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We can learn from organizations that are checking taboos at the door and effectively bringing end-of-life care conversations to work.
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Bringing End-of-Life Care Conversations to Work

By Zack Rubin | Thursday, September 1, 2016

Several companies are joining a nationwide movement to create a cultural shift in the way people think about how we want to live at the end of our lives. 

Blue Cross Blue Shield, Dow Chemical, Goodyear Tire, Tufts Health Plan, and Fidelity Investments are working with The Conversation Project to encourage employees, retirees, and clients to have open and honest end-of-life care discussions with family and friends at home, before a health crisis occurs, and the discussion takes place in the intensive care unit.

These businesses are role models. They are checking taboos at the door and effectively bringing end-of-life care conversations to work.

Currently, more than 65 million people — or roughly 30 percent of the US population — are providing 20 hours of care for the chronically ill, disabled, or aging family members in a given year, according to The National Alliance for Caregiving in collaboration with AARP. Roughly 73 percent of caregivers are working full- or part-time and are juggling the demands of those caregiving demands along with work, home, and family.

“We recognize that many of our employees may have to balance caring for a parent or loved one with work demands. We want to provide resources and tools that will have a positive impact on their lives and the lives of their families,” says Dr. Cathy Baase, Global Director of Health Services at The Dow Chemical Company. “If we can help employees be less stressed, more comforted and at peace, then that leads to less distraction and a break from worry. It’s a win for everyone – the company and our staff.”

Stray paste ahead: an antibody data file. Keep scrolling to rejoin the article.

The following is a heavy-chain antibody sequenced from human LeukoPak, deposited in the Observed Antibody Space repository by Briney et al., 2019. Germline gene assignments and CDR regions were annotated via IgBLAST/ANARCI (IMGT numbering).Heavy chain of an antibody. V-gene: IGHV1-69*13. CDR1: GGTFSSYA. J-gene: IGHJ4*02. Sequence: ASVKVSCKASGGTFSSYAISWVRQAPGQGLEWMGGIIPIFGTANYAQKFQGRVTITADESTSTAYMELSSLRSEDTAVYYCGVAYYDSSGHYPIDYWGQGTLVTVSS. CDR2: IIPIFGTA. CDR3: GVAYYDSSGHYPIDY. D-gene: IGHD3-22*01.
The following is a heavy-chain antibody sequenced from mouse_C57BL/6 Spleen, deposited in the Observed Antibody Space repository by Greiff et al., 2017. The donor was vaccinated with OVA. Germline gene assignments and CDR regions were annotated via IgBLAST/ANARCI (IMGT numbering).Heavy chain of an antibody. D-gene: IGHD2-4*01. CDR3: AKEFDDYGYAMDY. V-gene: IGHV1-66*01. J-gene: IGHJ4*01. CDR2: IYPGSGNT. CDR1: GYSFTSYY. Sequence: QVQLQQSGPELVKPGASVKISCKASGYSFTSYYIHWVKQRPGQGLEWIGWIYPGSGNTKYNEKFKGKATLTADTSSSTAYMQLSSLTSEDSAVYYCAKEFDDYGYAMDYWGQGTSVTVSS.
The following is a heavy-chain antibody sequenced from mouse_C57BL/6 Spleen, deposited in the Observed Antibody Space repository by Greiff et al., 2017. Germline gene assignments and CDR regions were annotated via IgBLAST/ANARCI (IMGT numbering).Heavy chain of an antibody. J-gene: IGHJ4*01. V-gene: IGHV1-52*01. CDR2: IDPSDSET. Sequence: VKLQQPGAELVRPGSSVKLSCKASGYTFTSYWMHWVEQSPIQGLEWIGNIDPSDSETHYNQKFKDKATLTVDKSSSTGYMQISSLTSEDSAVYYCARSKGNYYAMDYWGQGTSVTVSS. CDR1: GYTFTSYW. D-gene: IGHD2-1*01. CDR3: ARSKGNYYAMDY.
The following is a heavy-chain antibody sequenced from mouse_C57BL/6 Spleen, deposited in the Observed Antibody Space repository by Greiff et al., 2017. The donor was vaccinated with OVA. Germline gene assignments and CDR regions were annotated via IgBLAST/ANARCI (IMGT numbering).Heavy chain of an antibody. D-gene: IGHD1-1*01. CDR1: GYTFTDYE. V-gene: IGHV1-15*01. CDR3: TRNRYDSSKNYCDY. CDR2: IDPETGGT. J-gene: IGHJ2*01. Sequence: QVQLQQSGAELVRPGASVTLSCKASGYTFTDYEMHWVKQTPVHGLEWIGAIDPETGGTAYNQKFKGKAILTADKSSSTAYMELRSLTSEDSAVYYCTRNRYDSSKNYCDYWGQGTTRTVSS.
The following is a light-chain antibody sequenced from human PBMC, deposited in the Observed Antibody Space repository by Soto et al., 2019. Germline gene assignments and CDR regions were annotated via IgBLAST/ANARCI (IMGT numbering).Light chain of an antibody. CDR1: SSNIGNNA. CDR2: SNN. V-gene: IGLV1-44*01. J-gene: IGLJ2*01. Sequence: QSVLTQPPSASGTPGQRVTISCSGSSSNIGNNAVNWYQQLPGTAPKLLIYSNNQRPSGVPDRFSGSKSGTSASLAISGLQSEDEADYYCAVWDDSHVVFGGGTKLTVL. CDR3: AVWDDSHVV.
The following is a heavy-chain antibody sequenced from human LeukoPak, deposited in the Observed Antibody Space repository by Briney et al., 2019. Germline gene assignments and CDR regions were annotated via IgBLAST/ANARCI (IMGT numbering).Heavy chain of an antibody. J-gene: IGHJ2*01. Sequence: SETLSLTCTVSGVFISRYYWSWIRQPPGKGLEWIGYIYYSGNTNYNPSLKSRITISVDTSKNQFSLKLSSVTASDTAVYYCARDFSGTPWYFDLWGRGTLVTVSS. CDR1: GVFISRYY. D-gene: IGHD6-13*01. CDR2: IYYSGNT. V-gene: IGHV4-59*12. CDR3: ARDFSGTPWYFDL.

The chief medical officers at these national brands understand that half of their workforce is at the stage of life when caring for aging parents is common. By working with The Conversation Project and sharing our tools and resources with associates, the goal is to help alleviate some of the stress and worry brought on by these potential daily life challenges. These national businesses and institutions have begun hosting workshops on how to have end-of-life care conversations and begun distributing the Conversation Starter Kit to employees to launch this important initiative within their work place.

“Despite the belief of many companies, end-of-life care is not just a private family matter,” says Dr. Pawlecki, chief health officer at Goodyear Rubber & Tire. ”Recognizing the impact these issues have on associates, their success and productivity is a core workplace issue. It affects a far greater number of employees than has been appreciated.”

Last April, Goodyear delivered health and wellness toolkits to more than 24,000 associates and retirees in the United States as a part of its Goodlife initiative which featured the Conversation Starter Kit.

If your business or place of work is interested in partnering with The Conversation Project and bringing our tools to your company’s existing roster of resources we’d love to hear to hear from you. Please email conversationproject@IHI.org.

Zack Rubin is Project Coordinator for The Conversation Project. This post originally appeared on The Conversation Project blog.

 

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"Conversation Ready": A Framework for Improving End-of-Life Care


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